As Marc Lynch writes, "Even longtime observers of Egyptian rhetoric have been taken aback by the vitriol and sheer lunacy of the current wave of anti-American rhetoric," with "fliers, banners, posters, and graffiti denouncing President Barack Obama for supporting terrorism and featuring Photoshopped images of Obama with a Muslim-y beard or bearing Muslim Brotherhood colors" and Amb. Anne Patterson bizarrely accused of acting in league with both the Brotherhood and Israel.
It's clear there's a healthy degree of paranoia and conspiracy thinking on both sides of Egypt's political divide right now, which given some recent developments is understandable. But a provocative recent political psychology paper suggests that conspiracy thinking may have actually played a role in helping Egyptians -- and others -- overthrow their dictatorship in the first place.
In Speaking (Un-)Truth to Power: Conspiracy Mentality as a Generalised Political Attitude, Ronald Imhoff of the University of Cologne and Martin Bruder of the University of Konstanz attempt to define conspiracism as a "monological belief system" associated with "disliking powerful societal groups and perceiving them as responsible for political and economic events with negative implications. For instance, individuals high in conspiracy mentality will attribute the present financial crisis to the coordinated actions of greedy managers and bankers rather than systemic dynamics in a complex economy."
Now, of course the main problem with this worldview is that it's generally wrong. Major political events generally happen through a confluence of often impersonal forces, not because a small group of elites wants them to. Plus, conspiracy minded people are often able to believe inherently contradictory things about the world. The authors note that "individuals who thought that Princess Diana was assassinated were also more (not less) likely to believe that she faked her own death". Or consider those who believe that President Obama is both a secret Muslim instituting Shariah law and a pawn of the gay agenda.
And of course, while conspiracy theorists believe their targets are the rich and powerful, they can often turn their suspicion on vulnerable groups in society, with anti-Semitism -- the "socialism of fools" -- being a noteworthy example.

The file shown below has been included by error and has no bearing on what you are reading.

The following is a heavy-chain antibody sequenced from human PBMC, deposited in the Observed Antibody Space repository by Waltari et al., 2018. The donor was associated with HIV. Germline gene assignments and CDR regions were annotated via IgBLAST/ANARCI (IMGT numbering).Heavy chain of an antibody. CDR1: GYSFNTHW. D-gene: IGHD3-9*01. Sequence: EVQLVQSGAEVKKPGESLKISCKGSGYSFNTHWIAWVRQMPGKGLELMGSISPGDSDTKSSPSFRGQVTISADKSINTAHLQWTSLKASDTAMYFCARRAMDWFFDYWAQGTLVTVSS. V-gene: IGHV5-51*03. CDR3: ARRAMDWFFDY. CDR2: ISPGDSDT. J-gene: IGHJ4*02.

But as the old line goes, "just because you're paranoid doesn't mean they aren't after you.” Sometimes there are powerful elites acting in secret for their own gain, and as Imhoff and Bruder argue, when you're fighting the power, it can really help to have a few conspiracy theorists on your side:
We speculate that believing in a critical causal role of conspirators in bringing about
negative events may make it easier to take a firm stand on complex issues such as nuclear
power or the global economy. Instead of being overwhelmed by the complexities of these
issues (potentially resulting in anomia), the mental shortcut of blaming individuals or groups may facilitate social action aimed at undermining the actions or goals of those perceived to be conspirators. Our research reveals an important but often neglected effect of conspiracy thinking: Challenging the status quo – even if for potentially misguided reasons and irrational ideas about the goals and influence of specific groups. This may empower disadvantaged groups to take action and actively pursue their goals even in opposition to those in power.
To take another recent example, Edward Snowden may frequently come across as paranoid and not all of the programs he's revealed may be as sinister as he suggests, but without people of his mindset, genuinely important secret information that should be made public would rarely be brought to light.
Conspiracy theories can sometimes be useful in challenging the status quo. Though when they're the ones in power, it's usually not great for their citizens.
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